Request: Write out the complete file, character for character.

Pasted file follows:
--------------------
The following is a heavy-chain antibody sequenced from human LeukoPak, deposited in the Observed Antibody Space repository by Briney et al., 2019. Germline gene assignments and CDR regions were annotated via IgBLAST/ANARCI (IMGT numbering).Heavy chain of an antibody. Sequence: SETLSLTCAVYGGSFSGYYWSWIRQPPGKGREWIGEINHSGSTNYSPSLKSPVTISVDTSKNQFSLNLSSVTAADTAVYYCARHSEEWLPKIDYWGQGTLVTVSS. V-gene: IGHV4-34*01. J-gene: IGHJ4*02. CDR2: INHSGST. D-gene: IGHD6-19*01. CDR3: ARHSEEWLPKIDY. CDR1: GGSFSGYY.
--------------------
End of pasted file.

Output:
The following is a heavy-chain antibody sequenced from human LeukoPak, deposited in the Observed Antibody Space repository by Briney et al., 2019. Germline gene assignments and CDR regions were annotated via IgBLAST/ANARCI (IMGT numbering).Heavy chain of an antibody. Sequence: SETLSLTCAVYGGSFSGYYWSWIRQPPGKGREWIGEINHSGSTNYSPSLKSPVTISVDTSKNQFSLNLSSVTAADTAVYYCARHSEEWLPKIDYWGQGTLVTVSS. V-gene: IGHV4-34*01. J-gene: IGHJ4*02. CDR2: INHSGST. D-gene: IGHD6-19*01. CDR3: ARHSEEWLPKIDY. CDR1: GGSFSGYY.